Car and boat insurers took a hit from Ian, but reinsurance will help mitigate damage

by | Oct 13, 2022

  • Damage projections from auto and boat losses were initially substantial, totalling several billion between the state’s largest auto insurers
  • New estimates from Progressive Insurance show a significant hit, but reinsurance is reducing the impact
  • Other major insurers, including Geico and State Farm, have yet to report any new claims information

Damage estimates from Hurricane Ian for cars, boats and RV’s are starting to trickle in. While there has been substantial losses expected from Geico, Progressive, State Farm and other large auto insurers, Progressive says it is expecting claims to total about $1.2 billion, but reinsurance will help cut that figure to $760 million. Hurricane Ian’s storm surge did significant damage to buildings, some of which were badly damaged or completely washed away. But the waves, heavy rains and flooding also did a number on cars, trucks, boats, RV’s, motorcycles and other specialized vehicles.

Estimates in the immediate aftermath of the storm, based on computer modeling and risk assessments, predicted that two of the largest auto insurers in the state – Geico and Progressive – would total $2.7 billion by themselves. Geico’s share of vehicle losses were predicted to exceed $1.5 billion, according to S&P Global Intelligence. A separate analysis, based solely on market share analysis and the storm’s path, put the figure for Geico lower, at approximately $1 billion.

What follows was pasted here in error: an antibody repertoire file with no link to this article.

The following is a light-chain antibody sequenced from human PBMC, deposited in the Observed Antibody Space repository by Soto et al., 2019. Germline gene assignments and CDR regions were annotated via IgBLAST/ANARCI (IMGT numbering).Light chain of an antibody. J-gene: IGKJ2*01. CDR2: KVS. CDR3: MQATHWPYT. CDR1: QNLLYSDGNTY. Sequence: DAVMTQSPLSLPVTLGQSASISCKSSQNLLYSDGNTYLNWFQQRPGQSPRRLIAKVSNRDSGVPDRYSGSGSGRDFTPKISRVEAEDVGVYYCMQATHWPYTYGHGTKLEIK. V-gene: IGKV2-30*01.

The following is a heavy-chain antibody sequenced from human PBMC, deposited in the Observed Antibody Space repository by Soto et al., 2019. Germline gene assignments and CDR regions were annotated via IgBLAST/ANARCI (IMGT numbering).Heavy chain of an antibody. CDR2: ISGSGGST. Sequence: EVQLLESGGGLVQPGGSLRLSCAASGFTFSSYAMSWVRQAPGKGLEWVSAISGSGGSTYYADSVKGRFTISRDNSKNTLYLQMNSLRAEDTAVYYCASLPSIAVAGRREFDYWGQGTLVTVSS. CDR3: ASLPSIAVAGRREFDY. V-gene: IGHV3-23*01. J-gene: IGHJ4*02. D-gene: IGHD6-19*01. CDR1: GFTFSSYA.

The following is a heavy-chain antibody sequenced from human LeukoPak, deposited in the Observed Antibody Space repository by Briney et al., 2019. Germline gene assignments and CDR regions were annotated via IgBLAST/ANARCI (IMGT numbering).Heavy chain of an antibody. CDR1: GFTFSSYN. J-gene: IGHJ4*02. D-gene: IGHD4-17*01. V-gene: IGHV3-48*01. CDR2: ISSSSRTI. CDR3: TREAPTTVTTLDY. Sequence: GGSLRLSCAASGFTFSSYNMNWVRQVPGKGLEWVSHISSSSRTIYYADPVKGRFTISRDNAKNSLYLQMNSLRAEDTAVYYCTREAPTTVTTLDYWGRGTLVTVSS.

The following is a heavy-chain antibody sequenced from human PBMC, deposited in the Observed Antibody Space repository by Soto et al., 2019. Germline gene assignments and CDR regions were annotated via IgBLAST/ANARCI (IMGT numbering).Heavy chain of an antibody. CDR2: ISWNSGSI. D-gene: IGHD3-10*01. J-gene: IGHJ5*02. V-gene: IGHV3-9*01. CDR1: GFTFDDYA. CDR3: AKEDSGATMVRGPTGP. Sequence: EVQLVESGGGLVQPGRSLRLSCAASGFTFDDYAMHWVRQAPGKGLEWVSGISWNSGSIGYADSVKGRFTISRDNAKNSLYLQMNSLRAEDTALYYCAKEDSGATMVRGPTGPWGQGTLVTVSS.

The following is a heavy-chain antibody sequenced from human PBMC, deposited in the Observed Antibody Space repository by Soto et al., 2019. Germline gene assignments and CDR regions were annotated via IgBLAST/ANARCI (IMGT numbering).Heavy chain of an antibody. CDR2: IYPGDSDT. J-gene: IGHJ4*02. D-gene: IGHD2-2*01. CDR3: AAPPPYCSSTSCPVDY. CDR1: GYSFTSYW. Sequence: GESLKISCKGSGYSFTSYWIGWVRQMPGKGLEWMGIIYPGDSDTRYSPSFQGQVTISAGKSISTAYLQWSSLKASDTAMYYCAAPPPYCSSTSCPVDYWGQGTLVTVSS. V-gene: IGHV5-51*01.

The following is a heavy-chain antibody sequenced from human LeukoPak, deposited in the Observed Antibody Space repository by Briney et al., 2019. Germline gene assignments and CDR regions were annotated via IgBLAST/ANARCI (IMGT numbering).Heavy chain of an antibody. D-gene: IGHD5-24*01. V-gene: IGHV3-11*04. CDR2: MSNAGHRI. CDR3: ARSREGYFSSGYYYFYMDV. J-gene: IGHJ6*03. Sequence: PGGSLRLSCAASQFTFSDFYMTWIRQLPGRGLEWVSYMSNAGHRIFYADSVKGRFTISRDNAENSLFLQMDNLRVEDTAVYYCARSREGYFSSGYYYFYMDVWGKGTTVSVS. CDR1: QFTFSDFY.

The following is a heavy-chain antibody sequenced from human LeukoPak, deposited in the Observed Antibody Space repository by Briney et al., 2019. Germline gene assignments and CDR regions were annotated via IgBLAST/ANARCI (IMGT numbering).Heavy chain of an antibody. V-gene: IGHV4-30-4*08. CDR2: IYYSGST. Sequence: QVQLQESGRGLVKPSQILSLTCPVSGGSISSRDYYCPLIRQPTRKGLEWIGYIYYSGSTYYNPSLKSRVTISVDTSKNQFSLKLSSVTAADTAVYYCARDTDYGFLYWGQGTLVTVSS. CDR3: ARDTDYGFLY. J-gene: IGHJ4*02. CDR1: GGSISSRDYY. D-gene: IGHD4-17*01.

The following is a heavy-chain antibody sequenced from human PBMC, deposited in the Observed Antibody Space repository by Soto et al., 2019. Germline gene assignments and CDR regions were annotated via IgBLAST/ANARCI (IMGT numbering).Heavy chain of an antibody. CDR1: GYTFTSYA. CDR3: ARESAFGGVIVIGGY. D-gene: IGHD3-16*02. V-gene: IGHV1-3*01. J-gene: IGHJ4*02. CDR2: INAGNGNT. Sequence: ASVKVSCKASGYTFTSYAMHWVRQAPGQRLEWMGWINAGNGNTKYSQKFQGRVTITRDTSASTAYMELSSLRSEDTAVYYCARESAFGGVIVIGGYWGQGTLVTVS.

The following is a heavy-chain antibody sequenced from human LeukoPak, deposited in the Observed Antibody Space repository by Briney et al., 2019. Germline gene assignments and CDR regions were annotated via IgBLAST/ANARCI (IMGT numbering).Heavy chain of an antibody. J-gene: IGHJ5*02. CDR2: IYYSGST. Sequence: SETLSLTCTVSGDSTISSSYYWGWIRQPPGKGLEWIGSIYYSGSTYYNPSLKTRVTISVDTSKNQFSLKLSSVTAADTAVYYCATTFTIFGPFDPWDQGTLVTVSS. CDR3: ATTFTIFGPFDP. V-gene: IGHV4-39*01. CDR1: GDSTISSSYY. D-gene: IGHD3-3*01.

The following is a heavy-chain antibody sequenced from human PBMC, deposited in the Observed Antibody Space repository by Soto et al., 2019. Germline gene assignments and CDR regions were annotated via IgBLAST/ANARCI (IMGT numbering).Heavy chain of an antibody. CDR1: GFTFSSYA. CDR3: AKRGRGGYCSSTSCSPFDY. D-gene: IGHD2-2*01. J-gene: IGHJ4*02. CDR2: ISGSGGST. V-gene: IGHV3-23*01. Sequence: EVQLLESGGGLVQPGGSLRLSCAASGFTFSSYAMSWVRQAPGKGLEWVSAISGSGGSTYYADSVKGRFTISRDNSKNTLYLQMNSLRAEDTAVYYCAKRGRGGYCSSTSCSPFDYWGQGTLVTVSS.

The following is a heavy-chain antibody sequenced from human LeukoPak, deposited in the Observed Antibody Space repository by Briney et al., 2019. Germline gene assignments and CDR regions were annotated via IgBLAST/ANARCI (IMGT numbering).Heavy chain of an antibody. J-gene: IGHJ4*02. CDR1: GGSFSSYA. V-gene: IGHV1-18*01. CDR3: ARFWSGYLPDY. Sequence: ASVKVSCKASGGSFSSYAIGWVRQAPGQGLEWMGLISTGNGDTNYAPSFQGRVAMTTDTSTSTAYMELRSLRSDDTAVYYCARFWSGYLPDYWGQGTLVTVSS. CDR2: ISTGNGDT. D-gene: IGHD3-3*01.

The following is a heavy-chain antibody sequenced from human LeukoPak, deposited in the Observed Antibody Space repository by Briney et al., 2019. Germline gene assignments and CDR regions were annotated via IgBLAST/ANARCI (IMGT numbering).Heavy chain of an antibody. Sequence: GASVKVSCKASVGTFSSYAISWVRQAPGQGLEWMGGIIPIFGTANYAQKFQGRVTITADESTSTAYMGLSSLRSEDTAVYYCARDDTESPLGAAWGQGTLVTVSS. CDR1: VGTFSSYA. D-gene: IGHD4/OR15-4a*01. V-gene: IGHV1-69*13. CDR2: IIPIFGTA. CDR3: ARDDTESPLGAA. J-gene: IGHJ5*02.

Another large insurer, State Farm, which offers coverage on a wide range of private property, including vehicles, reported 10,000 claims had already been filed. The company said at the time that about half of those claims were for automobile damage.

Progressive says about $585 million of that $760 million in losses will be attributed to vehicle damage. Roughly 95 percent of Progressive’s losses were incurred in Florida, with the bulk of the remainder in South Carolina and other states.

“We evaluated and reserved for this catastrophe using our knowledge and experience of reporting patterns from many past storms in addition to several assumptions specific to this hurricane,” the Progressive filing said. It added that “these estimates will change, and could change materially, as additional information develops and claims are reported. We continue to be proactive in the affected areas with the deployment of over 1,500 claim representatives and independent adjusters to serve all of our customers impacted by Hurricane Ian.”

Geico, the state’s largest auto insurer, has yet to report its losses publicly. Statewide, the company has underwritten about 67,000 policies for marine watercraft, which is more than 100,000 fewer than Progressive’s boat insurance total. Only a fraction of those policies were likely in the storm’s path, however.

For comparison, Hurricane Charlie, which came ashore in roughly the same area in 2004, saw vehicle losses totalling approximately $380 million, or about $596 million after adjusting for inflation. There has been substantial population growth in Florida since then, however.


1 Comment

  1. Iain

    I plan to retire to Florida. I also plan on having a rather large and expensive boat. Finally, if a hurricane should hit the area I am in, I plan on heeding the national weather service and when I have 3-5 days notice, taking that boat far from the target area.

    I do not understand why someone with a million dollar boat, with three days notice, didn’t jump on it and take a trip to Galveston or NOLA.

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